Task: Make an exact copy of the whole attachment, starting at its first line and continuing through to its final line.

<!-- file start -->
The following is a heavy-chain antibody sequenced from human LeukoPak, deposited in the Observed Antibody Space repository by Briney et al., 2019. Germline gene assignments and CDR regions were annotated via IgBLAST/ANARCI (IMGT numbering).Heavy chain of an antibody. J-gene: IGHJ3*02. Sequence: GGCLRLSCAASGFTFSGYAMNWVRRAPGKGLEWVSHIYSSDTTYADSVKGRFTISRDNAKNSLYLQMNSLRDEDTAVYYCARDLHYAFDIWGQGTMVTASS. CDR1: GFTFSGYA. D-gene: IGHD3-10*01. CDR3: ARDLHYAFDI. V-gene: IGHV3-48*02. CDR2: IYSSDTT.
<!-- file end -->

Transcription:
The following is a heavy-chain antibody sequenced from human LeukoPak, deposited in the Observed Antibody Space repository by Briney et al., 2019. Germline gene assignments and CDR regions were annotated via IgBLAST/ANARCI (IMGT numbering).Heavy chain of an antibody. J-gene: IGHJ3*02. Sequence: GGCLRLSCAASGFTFSGYAMNWVRRAPGKGLEWVSHIYSSDTTYADSVKGRFTISRDNAKNSLYLQMNSLRDEDTAVYYCARDLHYAFDIWGQGTMVTASS. CDR1: GFTFSGYA. D-gene: IGHD3-10*01. CDR3: ARDLHYAFDI. V-gene: IGHV3-48*02. CDR2: IYSSDTT.